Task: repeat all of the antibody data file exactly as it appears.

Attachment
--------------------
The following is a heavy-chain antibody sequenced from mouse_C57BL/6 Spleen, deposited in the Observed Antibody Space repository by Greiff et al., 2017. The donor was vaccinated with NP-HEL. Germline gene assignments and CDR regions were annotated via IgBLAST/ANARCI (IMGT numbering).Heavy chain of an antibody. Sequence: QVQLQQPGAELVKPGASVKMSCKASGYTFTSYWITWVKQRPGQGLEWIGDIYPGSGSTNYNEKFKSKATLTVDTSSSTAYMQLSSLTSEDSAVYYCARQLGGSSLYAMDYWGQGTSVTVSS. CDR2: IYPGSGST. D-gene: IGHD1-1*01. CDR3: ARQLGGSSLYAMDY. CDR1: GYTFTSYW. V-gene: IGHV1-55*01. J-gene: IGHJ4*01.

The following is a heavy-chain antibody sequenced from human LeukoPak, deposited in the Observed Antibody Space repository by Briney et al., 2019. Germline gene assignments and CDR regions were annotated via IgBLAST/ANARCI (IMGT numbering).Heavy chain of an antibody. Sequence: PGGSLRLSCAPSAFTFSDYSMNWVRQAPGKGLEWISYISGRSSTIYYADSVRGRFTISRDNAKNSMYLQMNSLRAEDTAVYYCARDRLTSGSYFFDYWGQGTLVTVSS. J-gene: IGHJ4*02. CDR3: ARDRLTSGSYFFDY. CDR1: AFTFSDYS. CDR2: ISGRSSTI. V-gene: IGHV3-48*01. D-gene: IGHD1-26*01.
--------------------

The following is a heavy-chain antibody sequenced from mouse_C57BL/6 Spleen, deposited in the Observed Antibody Space repository by Greiff et al., 2017. The donor was vaccinated with NP-HEL. Germline gene assignments and CDR regions were annotated via IgBLAST/ANARCI (IMGT numbering).Heavy chain of an antibody. Sequence: QVQLQQPGAELVKPGASVKMSCKASGYTFTSYWITWVKQRPGQGLEWIGDIYPGSGSTNYNEKFKSKATLTVDTSSSTAYMQLSSLTSEDSAVYYCARQLGGSSLYAMDYWGQGTSVTVSS. CDR2: IYPGSGST. D-gene: IGHD1-1*01. CDR3: ARQLGGSSLYAMDY. CDR1: GYTFTSYW. V-gene: IGHV1-55*01. J-gene: IGHJ4*01.

The following is a heavy-chain antibody sequenced from human LeukoPak, deposited in the Observed Antibody Space repository by Briney et al., 2019. Germline gene assignments and CDR regions were annotated via IgBLAST/ANARCI (IMGT numbering).Heavy chain of an antibody. Sequence: PGGSLRLSCAPSAFTFSDYSMNWVRQAPGKGLEWISYISGRSSTIYYADSVRGRFTISRDNAKNSMYLQMNSLRAEDTAVYYCARDRLTSGSYFFDYWGQGTLVTVSS. J-gene: IGHJ4*02. CDR3: ARDRLTSGSYFFDY. CDR1: AFTFSDYS. CDR2: ISGRSSTI. V-gene: IGHV3-48*01. D-gene: IGHD1-26*01.